The robotic technique included tumor identification under ultrasound guidance and its demarcation, hilar clamping, tumor excision, closure of the kidney defect using two layers of horizontal mattress sutures, one to close entries to the collecting system and the other to approximate the renal capsule (17). Early in our robotic experience, standard interrupted bolstered renorrhaphy was used for capsule closure (18).

For both laparoscopic and robotic cases, a Jackson-Pratt drain was left in the perinephric space.

Analysis

Estimated glomerular filtration rate (eGFR) was calculated using modification of diet in renal disease (MDRD) formula. Moderate to severe chronic kidney disease (CKD) was defined as eGFR<60mL/min/1.73m2.

For continuous data with normal distribution variables are presented as mean±standard deviation (SD). The mean values were compared using student’s t-test. For variables with non-normal distribution, data is presented as median (IQR) and the groups were compared using Mann-Whitney U test. Categorical variables were compared using chi-squared test.

A comparative analysis was performed between the group where a ureteral catheter was used (C group) and the one where this was not used (NC group).

Univariable and multivariable logistic regression analyses were performed to calculate odd ratios for factors affecting urinary leak. These included surgical technique (laparoscopic or robotic), learning curve (beyond or within), age (continuous), BMI (continuous), renal function (moderate to severe CKD vs. mild CKD to normal renal function), tumor size (continuous), growth pattern (>or<50% endophytic), proximity to collecting system (>or<7mm), WIT (continuous), EBL (continuous) and use of intraoperative ureteral catheterization (yes or no).

Statistical significance was set at p<0.05. Variables were entered into multivariable model if p<0.2 for univariable analysis. All analyses were performed using SPSS v21 software (IBM SPSS Statistics, Armonk, NY: IBM Corp).

RESULTS

A total of 1019 MIPN cases were considered in this analysis, including 567 LPN cases (55.6%) and 452 RPN cases (44.4%) (Table-1).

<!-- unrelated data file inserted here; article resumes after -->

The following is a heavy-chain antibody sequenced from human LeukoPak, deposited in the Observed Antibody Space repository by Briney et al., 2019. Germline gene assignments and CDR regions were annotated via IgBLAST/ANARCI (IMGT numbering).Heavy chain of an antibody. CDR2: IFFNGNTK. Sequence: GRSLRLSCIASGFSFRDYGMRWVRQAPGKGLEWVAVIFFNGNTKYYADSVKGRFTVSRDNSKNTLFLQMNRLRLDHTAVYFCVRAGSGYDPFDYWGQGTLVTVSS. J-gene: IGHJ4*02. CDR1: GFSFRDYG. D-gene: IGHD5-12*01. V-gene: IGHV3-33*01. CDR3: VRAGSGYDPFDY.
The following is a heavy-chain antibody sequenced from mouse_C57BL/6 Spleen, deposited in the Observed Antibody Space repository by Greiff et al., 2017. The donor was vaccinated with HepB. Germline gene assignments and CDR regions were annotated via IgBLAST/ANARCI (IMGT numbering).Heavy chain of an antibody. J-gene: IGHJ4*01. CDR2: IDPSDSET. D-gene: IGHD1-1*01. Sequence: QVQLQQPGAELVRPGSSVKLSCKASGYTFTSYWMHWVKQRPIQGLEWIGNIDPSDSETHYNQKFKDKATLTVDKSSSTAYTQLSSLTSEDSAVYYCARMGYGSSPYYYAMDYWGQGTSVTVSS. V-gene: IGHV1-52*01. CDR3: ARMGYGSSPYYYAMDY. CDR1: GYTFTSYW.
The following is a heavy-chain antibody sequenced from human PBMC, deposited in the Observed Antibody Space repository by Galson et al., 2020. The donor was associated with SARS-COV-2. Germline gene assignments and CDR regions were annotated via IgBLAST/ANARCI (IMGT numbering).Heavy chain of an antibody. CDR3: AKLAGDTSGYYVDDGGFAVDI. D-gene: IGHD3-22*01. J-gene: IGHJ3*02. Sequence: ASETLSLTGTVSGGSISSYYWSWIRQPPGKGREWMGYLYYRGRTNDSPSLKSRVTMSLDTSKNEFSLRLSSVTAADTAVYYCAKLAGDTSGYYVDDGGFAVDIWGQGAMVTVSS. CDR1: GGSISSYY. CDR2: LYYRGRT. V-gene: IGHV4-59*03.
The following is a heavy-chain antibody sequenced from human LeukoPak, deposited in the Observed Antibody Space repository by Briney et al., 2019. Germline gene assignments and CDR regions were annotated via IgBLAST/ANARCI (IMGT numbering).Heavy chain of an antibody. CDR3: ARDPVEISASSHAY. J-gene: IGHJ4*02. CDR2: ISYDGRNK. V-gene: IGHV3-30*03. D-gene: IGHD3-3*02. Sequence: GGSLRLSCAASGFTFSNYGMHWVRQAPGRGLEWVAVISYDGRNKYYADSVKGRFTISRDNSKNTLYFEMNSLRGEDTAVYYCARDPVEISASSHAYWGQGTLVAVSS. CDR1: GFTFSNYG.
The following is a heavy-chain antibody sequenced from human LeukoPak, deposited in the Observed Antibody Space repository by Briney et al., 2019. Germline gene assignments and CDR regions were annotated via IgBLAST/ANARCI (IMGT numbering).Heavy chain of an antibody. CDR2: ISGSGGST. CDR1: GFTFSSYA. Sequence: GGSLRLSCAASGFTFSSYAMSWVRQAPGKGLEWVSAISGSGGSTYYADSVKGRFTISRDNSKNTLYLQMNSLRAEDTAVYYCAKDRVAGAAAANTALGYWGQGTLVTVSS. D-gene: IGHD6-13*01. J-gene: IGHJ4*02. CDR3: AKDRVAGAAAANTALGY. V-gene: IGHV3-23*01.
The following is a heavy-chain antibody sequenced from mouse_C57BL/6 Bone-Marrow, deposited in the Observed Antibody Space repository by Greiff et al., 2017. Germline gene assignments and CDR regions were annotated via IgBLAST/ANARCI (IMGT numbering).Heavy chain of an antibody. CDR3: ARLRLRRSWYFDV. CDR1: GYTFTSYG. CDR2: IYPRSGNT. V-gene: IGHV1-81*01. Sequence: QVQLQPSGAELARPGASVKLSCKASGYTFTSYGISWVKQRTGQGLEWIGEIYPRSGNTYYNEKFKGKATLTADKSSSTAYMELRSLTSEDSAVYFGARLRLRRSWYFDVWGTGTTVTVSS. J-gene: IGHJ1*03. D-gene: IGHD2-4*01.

Table 1 Population Demographics (n=1019). 

Variable Value
Age, years Mean±SD 59.1±12.4
ASA Median (IQR) 3 (1)
BMI, kg/m 2 Mean±SD 29.9±7
  Tumor Laterality, n (%) Right 552 (54.2)
Left 467 (45.8)
Tumor Size, cm Median (IQR) 2.5 (1.7)
  Technique, n (%) Laparoscopic 567 (55.6)
Robotic 452 (44.4)
Preoperative GFR, mL/min/1.73m 2 Median (IQR) 81.1 (29.8)
RENAL Nephrometry Score Median (IQR) 6 (3)
Solitary Kidney, n (%)   42 (4.1)

ASA: American Society of Anesthesiologists; GFR: Glomerular Filtration Rate; BMI: Body Mass Index; SD: Standard Deviation; IQR: Inter-Quartile Range.

Table-2 summarizes the main surgical outcomes for the entire series. In 528 cases (51.8%) intra-operative ureteral catheterization was used. A total of 31 (3.0%) urine leaks were detected postoperatively and managed using stenting, CT-guided drainage or observation.

Table 2 Surgical Outcomes (n=1019). 

Variable Value
Intra operative Ureteral Catheterization, n (%) 528 (51.8)
Operative Time, min Mean±SD 196.9±59.7
Unclamped Renal Hilum, n (%) 71 (7)
Warm Ischemia Time, min Median (IQR) 26(15)
Zero Ischemia, n (%) 68 (6.7)
Estimated Blood Loss, mL Median (IQR) 150 (200)
Urine Leak, n (%) 31 (3)
Urine Leak Management, n (%) Ureteral Stenting 19 (61.3)
CT-guided Drainage 3* (9.7)
Observation 11 (35.5)
Length of Stay, days Median (IQR) 3 (2)
Follow up, months Median (IQR) 18 (34)

*Two of those had also ureteral stents and counted also in that group